Tips on saving your own seeds

Information sheet

Saving your own seed is a fun activity for early autumn and is a good way of increasing your seed supply for next year.

  • School term: Early Autumn, Late Summer
  • Level of experience: No experience needed
  • Subject(s): Science

Saving vegetable seed

Lettuces, spinach and swiss chard may have ‘gone to seed’.  This means the usually leafy vegetables have formed flowers on the end of a long stalk and then these flowers have formed seeds. It is possible for the children to collect these seeds and save them to sow next year. Children can collect the seed, dry them, sort them and then design and make their own seed packets to give or sell to parents.

Peas and beans that were not harvested in time for the end of term may have dried well on the plant. These will be ready to harvest for seed. The ‘Borlotti’ type of French bean can be dried to be eaten in soups and casseroles.

If you have space, leave one leek plant, an onion plant and maybe even a carrot and parsnip plant to over-winter. The next year they will flower and you can save their seeds. The children will see the flowers of these vegetables and recognise similarities within the family groups.

Some vegetables are easily cross pollinated by insects, so if you grow two varieties of the same vegetable at the same time, they are likely to cross-pollinate, resulting in a seed that is a mixture of both these bean varieties. Courgettes, pumpkins will cross-pollinate and their offspring will often produce misshapen fruits.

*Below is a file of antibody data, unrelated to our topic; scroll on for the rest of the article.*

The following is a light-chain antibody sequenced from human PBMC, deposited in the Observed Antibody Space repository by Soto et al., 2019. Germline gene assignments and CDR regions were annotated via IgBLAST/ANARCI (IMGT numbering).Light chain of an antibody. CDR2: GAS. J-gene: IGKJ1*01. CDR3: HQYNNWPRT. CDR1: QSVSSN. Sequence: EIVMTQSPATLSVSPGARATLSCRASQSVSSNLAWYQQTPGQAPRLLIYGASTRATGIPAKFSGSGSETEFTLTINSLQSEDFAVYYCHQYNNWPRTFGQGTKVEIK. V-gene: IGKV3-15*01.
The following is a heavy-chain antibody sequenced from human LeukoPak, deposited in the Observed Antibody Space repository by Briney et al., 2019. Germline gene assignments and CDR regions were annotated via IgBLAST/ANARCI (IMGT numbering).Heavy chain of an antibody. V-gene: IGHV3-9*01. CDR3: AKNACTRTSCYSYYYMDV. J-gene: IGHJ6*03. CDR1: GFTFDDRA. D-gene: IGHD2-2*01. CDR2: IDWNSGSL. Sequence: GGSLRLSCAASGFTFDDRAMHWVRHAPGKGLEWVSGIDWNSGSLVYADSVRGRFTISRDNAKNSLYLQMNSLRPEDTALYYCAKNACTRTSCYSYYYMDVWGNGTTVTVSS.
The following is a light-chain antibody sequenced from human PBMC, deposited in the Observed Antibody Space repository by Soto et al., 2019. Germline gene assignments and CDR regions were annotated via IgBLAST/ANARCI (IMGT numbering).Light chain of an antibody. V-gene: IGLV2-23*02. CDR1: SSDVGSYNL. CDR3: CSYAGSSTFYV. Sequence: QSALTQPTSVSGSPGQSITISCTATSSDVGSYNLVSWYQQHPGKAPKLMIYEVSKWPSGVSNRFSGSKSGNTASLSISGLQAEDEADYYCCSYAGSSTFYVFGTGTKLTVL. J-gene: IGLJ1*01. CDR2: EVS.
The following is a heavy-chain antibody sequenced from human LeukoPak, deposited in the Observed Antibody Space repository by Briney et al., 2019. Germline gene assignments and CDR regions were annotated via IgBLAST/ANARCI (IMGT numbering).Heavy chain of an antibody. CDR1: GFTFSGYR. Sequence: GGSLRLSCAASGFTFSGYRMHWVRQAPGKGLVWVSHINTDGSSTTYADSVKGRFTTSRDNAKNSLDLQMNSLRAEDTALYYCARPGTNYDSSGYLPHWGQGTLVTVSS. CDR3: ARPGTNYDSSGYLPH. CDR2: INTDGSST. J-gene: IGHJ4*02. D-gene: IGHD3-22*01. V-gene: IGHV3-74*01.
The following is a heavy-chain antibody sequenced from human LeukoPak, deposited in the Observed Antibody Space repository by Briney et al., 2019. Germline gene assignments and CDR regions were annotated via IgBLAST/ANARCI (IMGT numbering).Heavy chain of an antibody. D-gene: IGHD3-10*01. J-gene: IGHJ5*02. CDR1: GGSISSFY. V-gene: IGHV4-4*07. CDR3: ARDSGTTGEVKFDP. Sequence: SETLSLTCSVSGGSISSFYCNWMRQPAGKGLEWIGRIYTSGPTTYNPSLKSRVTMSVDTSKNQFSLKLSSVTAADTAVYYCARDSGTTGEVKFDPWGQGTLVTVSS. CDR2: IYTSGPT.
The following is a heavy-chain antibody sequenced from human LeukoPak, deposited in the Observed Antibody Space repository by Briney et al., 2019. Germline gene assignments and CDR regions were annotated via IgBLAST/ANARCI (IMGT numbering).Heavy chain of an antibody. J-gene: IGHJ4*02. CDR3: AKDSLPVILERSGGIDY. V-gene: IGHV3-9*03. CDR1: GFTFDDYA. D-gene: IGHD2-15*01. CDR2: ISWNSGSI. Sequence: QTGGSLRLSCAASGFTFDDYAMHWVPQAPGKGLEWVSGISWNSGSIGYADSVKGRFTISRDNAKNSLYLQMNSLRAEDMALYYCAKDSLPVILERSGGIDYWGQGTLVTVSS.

Vegetables that self-pollinate will most likely produce seed that is the same as its parent.

Saving seeds from herbs

Coriander, dill, parsley, basil, and chives can all be grown from saved seed. Basil is easily cross-pollinated, so if growing two varieties together only let one variety flower and seed.

Saving seeds from flowers

Autumn is a great time to collect the seeds from annuals in the school garden. Hardy annuals, such as cornflowers and marigolds, can be sown in September and will flower earlier in the summer term than spring-sown seeds. These flowers can attract beneficial insects into your school garden which is good for pest control and pollination.

See what hardy annuals you can sow each term here.

Important points to remember for seed saving

  • Only save seed from healthy looking plants. 
  • Collect seed when seed heads appear to be ripening. Unripe pods will not ripen once picked. 
  • Collect seed on a dry day to avoid fungal rot on seeds. 
  • Collect seeds directly from the plant into paper bags or into trays lined with newspaper. 
  • Label with name and date to avoid confusion later. 
  • Dry capsules and pods in a warm, dry place until the seeds are released. 
  • For fleshy seeds, such as tomatoes and cucumbers, ferment the seed for three days to remove the jelly like coating. Rinse in water then dry in a warm place. 
  • To separate seeds from the chaff (the remains of the seed capsule), place them in a tea strainer or garden sieve and blow away the chaff.

Care and storage of seeds

Store seeds in labelled paper envelopes or bags. They should be kept in a cool, dry place, within an airtight container if possible. Sachets of silica can be used to absorb any excess moisture.

Testing for viability

Some seeds are defective and will fail to grow. This means they were not fertile or fully developed. They may have been stored for too long or damaged by a pest or disease. To avoid sowing dead seeds you can perform this simple test to check the viability of your seeds.

Put medium to large seeds in a jar of water. Viable seeds will sink, whereas dead seeds will float to the surface.